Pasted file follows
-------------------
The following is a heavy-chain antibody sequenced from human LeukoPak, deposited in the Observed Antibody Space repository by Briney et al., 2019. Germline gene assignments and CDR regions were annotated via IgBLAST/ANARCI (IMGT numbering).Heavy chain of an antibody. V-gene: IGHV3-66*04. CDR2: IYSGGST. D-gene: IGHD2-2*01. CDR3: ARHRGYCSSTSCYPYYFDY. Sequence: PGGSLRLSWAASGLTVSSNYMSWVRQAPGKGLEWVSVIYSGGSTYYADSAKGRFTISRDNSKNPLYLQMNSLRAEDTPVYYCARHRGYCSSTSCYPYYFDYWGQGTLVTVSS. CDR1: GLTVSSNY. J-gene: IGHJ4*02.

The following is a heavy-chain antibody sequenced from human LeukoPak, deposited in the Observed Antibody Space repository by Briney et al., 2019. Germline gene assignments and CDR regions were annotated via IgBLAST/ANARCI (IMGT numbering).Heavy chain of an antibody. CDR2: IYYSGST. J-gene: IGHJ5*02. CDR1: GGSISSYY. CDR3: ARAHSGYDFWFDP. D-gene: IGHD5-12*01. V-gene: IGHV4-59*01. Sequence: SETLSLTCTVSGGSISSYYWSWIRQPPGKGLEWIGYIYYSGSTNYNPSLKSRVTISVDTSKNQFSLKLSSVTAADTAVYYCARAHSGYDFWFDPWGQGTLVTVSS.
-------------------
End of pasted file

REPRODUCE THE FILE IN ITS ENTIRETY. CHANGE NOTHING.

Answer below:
The following is a heavy-chain antibody sequenced from human LeukoPak, deposited in the Observed Antibody Space repository by Briney et al., 2019. Germline gene assignments and CDR regions were annotated via IgBLAST/ANARCI (IMGT numbering).Heavy chain of an antibody. V-gene: IGHV3-66*04. CDR2: IYSGGST. D-gene: IGHD2-2*01. CDR3: ARHRGYCSSTSCYPYYFDY. Sequence: PGGSLRLSWAASGLTVSSNYMSWVRQAPGKGLEWVSVIYSGGSTYYADSAKGRFTISRDNSKNPLYLQMNSLRAEDTPVYYCARHRGYCSSTSCYPYYFDYWGQGTLVTVSS. CDR1: GLTVSSNY. J-gene: IGHJ4*02.

The following is a heavy-chain antibody sequenced from human LeukoPak, deposited in the Observed Antibody Space repository by Briney et al., 2019. Germline gene assignments and CDR regions were annotated via IgBLAST/ANARCI (IMGT numbering).Heavy chain of an antibody. CDR2: IYYSGST. J-gene: IGHJ5*02. CDR1: GGSISSYY. CDR3: ARAHSGYDFWFDP. D-gene: IGHD5-12*01. V-gene: IGHV4-59*01. Sequence: SETLSLTCTVSGGSISSYYWSWIRQPPGKGLEWIGYIYYSGSTNYNPSLKSRVTISVDTSKNQFSLKLSSVTAADTAVYYCARAHSGYDFWFDPWGQGTLVTVSS.